Halloween is, among other things, an excuse for the Slacktivixen and my daughters to dress the dog up in costumes.
But Halloween is also, according to Herbert Hoover Fan Club President Amity Shlaes, a Pagan ritual promoting “necromancy” and the undermining of monotheistic hegemony. Jason Pitzl-Waters responds to Shlaes’ complaint that the holiday is a threat to christianamerica.
“Halloween isn’t secular. It is pagan,” Shlaes writes, assuming her readers will all share her unspoken assumption that this is a condemnation.
If she had stopped to consider that assumption — the assumption that the vast majority of people reading what she’s writing there share her general perspective on the undesirability of pagan influence in America — then she might have realized that it contradicts the claim of her complaint. If one assumes that one can simply say “Halloween … is pagan” and have everyone reading gasp along at the horror of that, then one cannot simultaneously argue that this pagan influence is widespread and becoming dominant among that same readership.
That’s not the only way Shlaes’ complaint swallows its own tail. Advocates of Christian hegemony like Shlaes have to make up their mind about holidays. If the celebration of Halloween — even as a secularized and commodified carnival of costumes and candy — exerts a subtle but powerful Pagan influence on the culture, then it must also be true that the celebration of Christmas — even as a secularized and commodified carnival of gift-giving and vague goodwill — exerts a subtle but powerful Christian influence on the culture. If the secularized and commodified celebration of Christmas has lost all sectarian meaning as an annual cultural ritual, then it must also be true that the secularized and commodified celebration of Halloween is similarly a-religious.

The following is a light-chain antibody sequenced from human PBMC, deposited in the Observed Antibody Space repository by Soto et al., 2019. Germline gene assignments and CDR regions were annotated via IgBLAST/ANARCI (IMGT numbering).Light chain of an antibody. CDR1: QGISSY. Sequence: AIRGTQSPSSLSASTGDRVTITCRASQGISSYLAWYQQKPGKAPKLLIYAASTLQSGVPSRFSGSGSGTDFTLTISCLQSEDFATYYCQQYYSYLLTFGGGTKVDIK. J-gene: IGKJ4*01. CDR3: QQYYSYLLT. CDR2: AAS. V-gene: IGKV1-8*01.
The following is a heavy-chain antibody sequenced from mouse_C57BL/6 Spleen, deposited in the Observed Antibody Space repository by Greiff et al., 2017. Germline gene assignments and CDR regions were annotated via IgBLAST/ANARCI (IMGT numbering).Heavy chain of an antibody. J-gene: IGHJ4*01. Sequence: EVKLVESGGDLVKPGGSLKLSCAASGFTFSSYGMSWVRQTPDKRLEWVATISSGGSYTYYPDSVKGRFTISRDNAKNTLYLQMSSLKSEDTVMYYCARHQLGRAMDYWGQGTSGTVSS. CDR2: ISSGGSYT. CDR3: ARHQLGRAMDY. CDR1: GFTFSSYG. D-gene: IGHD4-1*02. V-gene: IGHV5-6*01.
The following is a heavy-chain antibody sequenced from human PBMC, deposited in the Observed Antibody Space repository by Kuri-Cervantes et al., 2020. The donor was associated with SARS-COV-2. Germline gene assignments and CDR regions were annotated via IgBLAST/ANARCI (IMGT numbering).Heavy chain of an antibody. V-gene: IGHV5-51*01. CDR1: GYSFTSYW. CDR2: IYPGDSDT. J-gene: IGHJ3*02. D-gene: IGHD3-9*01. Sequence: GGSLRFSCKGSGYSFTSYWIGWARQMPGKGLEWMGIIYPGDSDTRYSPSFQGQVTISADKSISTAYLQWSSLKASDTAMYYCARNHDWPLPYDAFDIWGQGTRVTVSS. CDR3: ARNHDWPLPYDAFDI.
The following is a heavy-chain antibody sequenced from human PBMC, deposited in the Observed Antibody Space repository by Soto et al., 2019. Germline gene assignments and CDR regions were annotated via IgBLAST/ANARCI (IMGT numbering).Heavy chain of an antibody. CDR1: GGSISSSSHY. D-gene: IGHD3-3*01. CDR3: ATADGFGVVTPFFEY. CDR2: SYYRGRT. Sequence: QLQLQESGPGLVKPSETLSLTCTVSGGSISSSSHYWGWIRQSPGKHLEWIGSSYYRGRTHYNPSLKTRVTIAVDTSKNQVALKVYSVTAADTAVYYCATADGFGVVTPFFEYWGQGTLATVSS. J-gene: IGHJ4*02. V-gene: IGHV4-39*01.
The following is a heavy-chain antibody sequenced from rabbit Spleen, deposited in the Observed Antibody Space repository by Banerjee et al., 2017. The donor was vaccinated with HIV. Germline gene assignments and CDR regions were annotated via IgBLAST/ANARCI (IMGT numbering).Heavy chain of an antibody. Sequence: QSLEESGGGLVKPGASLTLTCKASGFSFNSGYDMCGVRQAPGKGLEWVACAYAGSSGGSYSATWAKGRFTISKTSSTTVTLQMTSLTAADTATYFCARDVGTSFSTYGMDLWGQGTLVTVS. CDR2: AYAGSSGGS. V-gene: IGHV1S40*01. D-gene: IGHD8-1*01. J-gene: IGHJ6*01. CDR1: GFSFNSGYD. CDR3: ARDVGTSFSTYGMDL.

So pick one. You can complain about the “War on (sectarian) Christmas” or you can complain about the evil influence of Halloween. But you can’t do both.
I suppose the best way to get knee-jerk social conservatives to stop whining about Halloween would be to point out to them that all this free candy undermines Michelle Obama’s campaign against childhood obesity. By the conservative principle of reflexive opposition to all things Obama, that would probably lead to columns celebrating the true spirit of Halloween.